Friday, February 10, 2017
2/10/17 Summary of Some Important Factors Determining How Coins and Objects Move On a Beach. The Oak Island Show.
Written by the TreasureGuide for the exclusive use of treasurebeachesreport.blogspot.com.
I haven't written much lately about how sand and things move on a beach. It is about time for me to get back to that. I hope to put it all together in one comprehensive treatment some day. That will be a big job and take quite a few pages. Today I'll just quickly summarize some of the most important factors.
1. The density (not weight) AND shape of the objects to be moved by the water are very important.
2. It requires more force to get some objects moving. Those that require a lot of force to start, may move more easily and quickly once they are dislodged.
3. As the water slows, different objects will drop out and settle at different points.
4. The shape of an object has a lot to do with how easily and quickly it is moved. Round ball-shaped objects will move more easily and quickly on a compact beach front than flat coin-shaped objects, for example.
5. The force of water is not constant, but varies as the water comes in, washes up the beach, and then back down the beach.
6. The movement of coins and objects is multi-directional; in and out, along the beach, and up and down.
7. A cliff can drastically change the movement of water. Instead of the water slowly sinking in or reversing and slowly flowing back down the slope, when it bounces off the face of a cliff, it returns with more force.
8. Breaking waves help to dislodge objects and suspend sand and other objects and materials in front of the beach.
9. The direction of waves relative to long shore currents is important.
10. Coins and objects are covered and uncovered but do not sink in sand without some agitation. What appears to be "sinking" is sometimes actually sand moving out while a less easily moved object remains behind to be covered again later by in-coming sand. The cycle can repeat multiple times as long as what I call the "trigger point" for sand is exceeded but the trigger point for the other object is not reached.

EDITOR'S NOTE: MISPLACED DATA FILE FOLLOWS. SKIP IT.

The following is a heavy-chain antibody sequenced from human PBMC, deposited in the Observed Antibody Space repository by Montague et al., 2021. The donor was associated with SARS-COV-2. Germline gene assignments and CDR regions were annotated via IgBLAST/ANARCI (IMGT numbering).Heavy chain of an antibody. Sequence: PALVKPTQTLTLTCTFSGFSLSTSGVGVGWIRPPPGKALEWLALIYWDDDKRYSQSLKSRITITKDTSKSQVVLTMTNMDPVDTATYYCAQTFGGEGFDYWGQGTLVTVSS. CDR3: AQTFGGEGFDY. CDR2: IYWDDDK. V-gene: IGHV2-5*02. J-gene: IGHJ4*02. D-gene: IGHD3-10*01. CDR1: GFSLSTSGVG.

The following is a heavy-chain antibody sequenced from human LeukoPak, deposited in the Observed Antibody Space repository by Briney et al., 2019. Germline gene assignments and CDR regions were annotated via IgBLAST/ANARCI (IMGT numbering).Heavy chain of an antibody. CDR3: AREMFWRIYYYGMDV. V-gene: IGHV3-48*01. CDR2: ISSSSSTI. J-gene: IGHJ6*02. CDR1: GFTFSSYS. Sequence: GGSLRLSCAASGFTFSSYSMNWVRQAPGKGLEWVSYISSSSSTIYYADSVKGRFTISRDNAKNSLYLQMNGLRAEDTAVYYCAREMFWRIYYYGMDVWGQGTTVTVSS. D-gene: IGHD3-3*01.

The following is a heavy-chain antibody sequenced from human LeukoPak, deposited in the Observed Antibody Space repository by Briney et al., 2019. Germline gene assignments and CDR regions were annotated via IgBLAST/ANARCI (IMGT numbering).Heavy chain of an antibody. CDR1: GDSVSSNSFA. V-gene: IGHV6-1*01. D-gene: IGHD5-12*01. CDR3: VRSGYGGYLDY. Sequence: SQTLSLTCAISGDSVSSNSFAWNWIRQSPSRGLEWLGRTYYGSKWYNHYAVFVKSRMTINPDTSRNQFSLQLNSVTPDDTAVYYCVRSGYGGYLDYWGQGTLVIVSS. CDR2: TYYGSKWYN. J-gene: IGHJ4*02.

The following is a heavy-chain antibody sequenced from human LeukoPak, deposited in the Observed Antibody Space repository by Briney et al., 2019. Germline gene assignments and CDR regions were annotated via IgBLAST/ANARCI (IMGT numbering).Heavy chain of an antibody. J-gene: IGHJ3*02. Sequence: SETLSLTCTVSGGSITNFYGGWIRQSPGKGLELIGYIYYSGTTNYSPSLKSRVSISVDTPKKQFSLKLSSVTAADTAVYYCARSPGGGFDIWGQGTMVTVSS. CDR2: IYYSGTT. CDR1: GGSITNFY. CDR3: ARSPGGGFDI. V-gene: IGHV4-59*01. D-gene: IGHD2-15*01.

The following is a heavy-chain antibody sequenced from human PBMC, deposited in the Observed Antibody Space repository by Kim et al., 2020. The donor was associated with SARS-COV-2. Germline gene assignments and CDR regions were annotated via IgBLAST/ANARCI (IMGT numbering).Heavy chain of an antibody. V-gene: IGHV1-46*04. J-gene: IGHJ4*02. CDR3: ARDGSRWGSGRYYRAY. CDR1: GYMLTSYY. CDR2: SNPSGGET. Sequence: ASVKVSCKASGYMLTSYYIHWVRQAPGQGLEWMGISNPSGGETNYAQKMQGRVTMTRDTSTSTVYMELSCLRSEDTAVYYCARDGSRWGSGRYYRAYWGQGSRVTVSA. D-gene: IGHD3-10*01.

10. Movement of coins and other objects on a beach can occur very quickly.
11. Where objects settle as the tide goes out or as the waves settle is the net result of multiple factors
There are so many interacting factors that it gets to be pretty complex.
I was sitting at the computer this morning and my wife brought in the object shown above. She said, "Is this something?" She was undoubtedly thinking that the strange lines might be carved. I looked at the object for a moment, then must have given her a doubtful look, to which she replied, "Its as good as what they find on Oak Island." We had a good laugh over that.
The object is something she picked up while collecting shells. I looked it over some more and told her it was a man-made substance, and she said, "That's good." I had another good laugh.
I find the Oak Island show entertaining even if they come up with what I think are some crazy conclusions and approaches.
My wife came back in and said, "They'd never want you as a consultant on that program, You'd just say everything looks like nothing." We shared another laugh.
The disappearing detector signals on the show are easily explainable. The apparent mystery adds to the story though.
You never know what is done for ratings. The editing can be misleading. They can edit things so things that don't go together appear to.
By the way, one of the Legina brothers purchased old Spanish coins in Florida. I don't have permission to say anymore about that though.
It does look like they are finally getting closer to something that might actually be very significant. They have to do some dramatizing, so the viewer has to cut through it all. Some of the stuff is goofy, but it still makes for an interesting program for people like me. Figuring out what is real and what isn't and what you would do is all part of the fun. Even the laughs are fun.
The wind shifted to the northeast this morning for at least a little while.
We'll have a full moon this weekend and some good negative tides.